Color accuracy can be a very subjective thing. On one hand, the projector was immensely enjoyable with the oversaturated gamut. I would consider it to be the finest in its class and finer than many projectors costing more without the firmware upgrade. With the ability to achieve perfection though, this display is in a whole different league. As I watched movies with the 1.0 firmware I couldn’t help but wonder what the image would look like if the color were perfect. It’s a personal thing with me: knowing how a display measures affects my perception. I’ve measured and calibrated a lot of TVs and projectors and I always prefer accuracy, but that’s me. Your mileage may vary.
The LTX-500 achieved the highest contrast ratio I have ever measured from a front-projection display. Arriving at these numbers was difficult, mainly due to the limitations of my color meter. The EyeOne Pro has a lower practical limit of .001fL (that’s really dark). When I measured a 0 percent pattern I often got no reading whatsoever. I took 20 measurements and got .001fL on 12 of them. Rather than measuring the maximum light output, I set the iris to give me around 12fL at 100 percent stimulus. So in my theater for practical purposes, I achieved a contrast ratio of 12,000 to 1. The projector is obviously capable of greater output as I had set the iris at -6 out of 15 steps. So I might have achieved a higher CR measurement but the image would have been too bright to be watchable. When using the Black Diamond II screen, I was unable to get a single measurement for 0 percent. I adjusted the iris to give me the same 12fL peak. The contrast ratio with the Black Diamond II was therefore higher than 12,000 to 1. To my eye, the Black Diamond II did give the image a little more punch and saturation. I found it very pleasing to watch. In fact it reminded me of a certain plasma TV that will be unavailable soon!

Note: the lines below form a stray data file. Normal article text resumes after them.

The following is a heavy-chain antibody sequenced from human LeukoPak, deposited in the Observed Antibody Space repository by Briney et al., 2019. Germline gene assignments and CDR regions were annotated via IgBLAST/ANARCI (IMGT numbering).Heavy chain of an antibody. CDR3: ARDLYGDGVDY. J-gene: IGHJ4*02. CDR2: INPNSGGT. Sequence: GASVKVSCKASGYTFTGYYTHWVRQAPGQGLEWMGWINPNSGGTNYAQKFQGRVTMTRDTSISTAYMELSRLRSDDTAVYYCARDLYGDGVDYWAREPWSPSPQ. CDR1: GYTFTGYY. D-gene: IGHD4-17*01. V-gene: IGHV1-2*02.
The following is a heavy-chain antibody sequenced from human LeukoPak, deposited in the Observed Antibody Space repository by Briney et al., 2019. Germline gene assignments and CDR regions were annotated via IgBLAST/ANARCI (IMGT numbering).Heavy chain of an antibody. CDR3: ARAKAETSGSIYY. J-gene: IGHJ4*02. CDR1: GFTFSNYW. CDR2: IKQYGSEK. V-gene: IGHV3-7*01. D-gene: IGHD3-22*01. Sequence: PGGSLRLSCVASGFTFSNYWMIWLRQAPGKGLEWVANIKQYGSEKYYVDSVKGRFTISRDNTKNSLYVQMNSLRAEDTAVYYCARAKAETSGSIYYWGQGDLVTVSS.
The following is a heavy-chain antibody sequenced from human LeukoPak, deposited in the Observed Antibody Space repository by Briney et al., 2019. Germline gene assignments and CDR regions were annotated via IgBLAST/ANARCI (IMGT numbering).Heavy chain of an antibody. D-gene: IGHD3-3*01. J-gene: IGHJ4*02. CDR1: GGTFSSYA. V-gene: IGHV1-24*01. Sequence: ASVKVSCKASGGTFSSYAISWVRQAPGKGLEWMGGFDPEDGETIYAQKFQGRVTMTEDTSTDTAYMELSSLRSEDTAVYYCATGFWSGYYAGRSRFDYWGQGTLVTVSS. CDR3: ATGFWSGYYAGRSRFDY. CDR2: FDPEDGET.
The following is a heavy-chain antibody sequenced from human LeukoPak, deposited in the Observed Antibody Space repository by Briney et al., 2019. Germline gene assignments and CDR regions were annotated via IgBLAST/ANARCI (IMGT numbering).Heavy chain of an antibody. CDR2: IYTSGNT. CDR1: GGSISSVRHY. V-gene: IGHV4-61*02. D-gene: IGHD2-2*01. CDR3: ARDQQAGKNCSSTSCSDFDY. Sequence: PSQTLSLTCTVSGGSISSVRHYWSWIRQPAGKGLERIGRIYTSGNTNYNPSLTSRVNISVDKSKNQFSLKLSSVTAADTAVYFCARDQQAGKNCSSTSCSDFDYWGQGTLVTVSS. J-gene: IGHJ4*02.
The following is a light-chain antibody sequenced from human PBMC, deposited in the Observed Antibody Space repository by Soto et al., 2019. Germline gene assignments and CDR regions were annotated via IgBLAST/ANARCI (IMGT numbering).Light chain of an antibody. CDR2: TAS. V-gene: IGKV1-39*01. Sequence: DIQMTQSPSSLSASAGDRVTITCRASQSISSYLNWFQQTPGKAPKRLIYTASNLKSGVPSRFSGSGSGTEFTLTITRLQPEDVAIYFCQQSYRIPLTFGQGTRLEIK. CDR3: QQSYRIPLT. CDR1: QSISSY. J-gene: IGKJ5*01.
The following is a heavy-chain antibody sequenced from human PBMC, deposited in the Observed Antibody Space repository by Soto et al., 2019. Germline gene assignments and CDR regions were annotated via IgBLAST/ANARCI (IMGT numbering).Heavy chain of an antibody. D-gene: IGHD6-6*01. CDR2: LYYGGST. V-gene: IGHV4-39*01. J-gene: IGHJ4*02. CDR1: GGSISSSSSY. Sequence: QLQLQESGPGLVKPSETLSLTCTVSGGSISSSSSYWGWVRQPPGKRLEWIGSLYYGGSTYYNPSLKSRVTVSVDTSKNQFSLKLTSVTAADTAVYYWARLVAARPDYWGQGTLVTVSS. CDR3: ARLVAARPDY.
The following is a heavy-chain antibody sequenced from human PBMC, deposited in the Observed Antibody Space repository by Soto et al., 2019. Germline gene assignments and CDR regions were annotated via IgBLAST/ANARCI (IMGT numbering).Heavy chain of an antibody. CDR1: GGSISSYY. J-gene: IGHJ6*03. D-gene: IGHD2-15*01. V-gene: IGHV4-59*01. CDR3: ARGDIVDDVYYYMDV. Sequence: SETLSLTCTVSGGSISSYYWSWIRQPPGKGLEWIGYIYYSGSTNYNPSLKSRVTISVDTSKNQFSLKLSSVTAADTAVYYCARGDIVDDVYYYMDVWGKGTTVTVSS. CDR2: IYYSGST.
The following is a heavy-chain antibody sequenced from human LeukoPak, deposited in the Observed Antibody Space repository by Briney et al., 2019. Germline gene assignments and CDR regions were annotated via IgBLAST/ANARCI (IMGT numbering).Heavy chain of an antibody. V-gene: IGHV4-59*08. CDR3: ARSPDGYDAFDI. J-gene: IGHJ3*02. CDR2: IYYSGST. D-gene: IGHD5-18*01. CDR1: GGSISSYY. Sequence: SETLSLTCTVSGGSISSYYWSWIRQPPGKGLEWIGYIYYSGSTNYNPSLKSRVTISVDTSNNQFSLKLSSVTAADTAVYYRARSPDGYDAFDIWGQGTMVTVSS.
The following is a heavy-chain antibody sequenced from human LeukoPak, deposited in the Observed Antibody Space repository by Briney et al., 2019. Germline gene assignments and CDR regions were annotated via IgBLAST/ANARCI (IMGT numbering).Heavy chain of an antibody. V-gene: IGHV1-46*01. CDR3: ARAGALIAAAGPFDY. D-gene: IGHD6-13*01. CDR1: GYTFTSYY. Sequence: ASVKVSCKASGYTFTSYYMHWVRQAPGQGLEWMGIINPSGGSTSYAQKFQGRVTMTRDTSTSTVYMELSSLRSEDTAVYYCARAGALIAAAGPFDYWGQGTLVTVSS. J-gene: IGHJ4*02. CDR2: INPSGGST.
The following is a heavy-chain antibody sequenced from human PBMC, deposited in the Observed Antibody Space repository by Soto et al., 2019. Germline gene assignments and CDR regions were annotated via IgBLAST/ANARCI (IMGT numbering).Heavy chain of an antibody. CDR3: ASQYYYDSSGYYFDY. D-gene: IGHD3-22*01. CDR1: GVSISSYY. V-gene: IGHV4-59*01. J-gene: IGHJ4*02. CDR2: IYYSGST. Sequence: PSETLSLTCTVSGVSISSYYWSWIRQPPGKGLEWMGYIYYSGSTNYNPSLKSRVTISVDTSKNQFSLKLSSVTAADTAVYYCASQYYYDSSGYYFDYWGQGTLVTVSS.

Obviously the best source material for this and any 1080p display is Blu-ray disc. Keeping the content at its native resolution from the beginning to the end of the signal path means there is no processing required. That being said, most of us have large DVD collections and will likely continue to watch SD content for some time to come. For this reason, the LTX-500 uses the Silicon Optix Reon solution. When fed 480i content from my Denon 2930CI DVD player, the LTX did an excellent job with all aspects of scaling, de-interlacing and cadence detection. You could pair this display with a simple flag-reading player and enjoy excellent image quality.
For 24p content from Blu-ray disc, the LTX-500 refreshes at 96Hz. There is no option for frame interpolation. The cadence is simply 4:4. Though some like the smoother motion inherent in frame interpolation, I find it odd-looking and unnatural. I did not miss this feature.
Performance of the Black Diamond II Screen
The Black Diamond II is built for two things: high contrast and ambient light rejection. It performed extremely well in both areas. Contrast (both perceived and measured) was definitely greater than my Carada screen, even at the same gain of 1.4. I noticed a slight color shift towards blue which was verified by measurements. Gamma also required some tweaking. If you use this screen, you should calibrate the projector by measuring off the screen for best results.
When I first set up the 1.4 gain Black Diamond, I noticed a very slight sparkle effect at the center. I could only see it when there was a uniform image like blue sky or a road for instance. In all fairness, my wife could not see it even when I told her what to look for. I did ask SI Screens about this issue and they told me it is known and they are working on it. The .8 gain material did not exhibit this tendency. Overall though, I preferred the extra pop from the 1.4 gain screen. It certainly did not reduce my enjoyment of watching movies!
To test ambient light rejection I used a torche-style lamp which I moved around the room to see its effect on the image. Even with the lamp directly across from the screen at full brightness, I could easily see medium to bright images with almost no reduction in quality. Darker scenes took on a slight color cast from the lamp but detail was still nicely preserved. When I placed the lamp on the sides of the screen, there was almost no effect on the image. If your room has indirect lighting that does not throw light on the screen, you can have an extremely watchable picture without creating black hole conditions. Of course to enjoy the full contrast potential of the Black Diamond II, you’ll need to turn off all the lights as I did.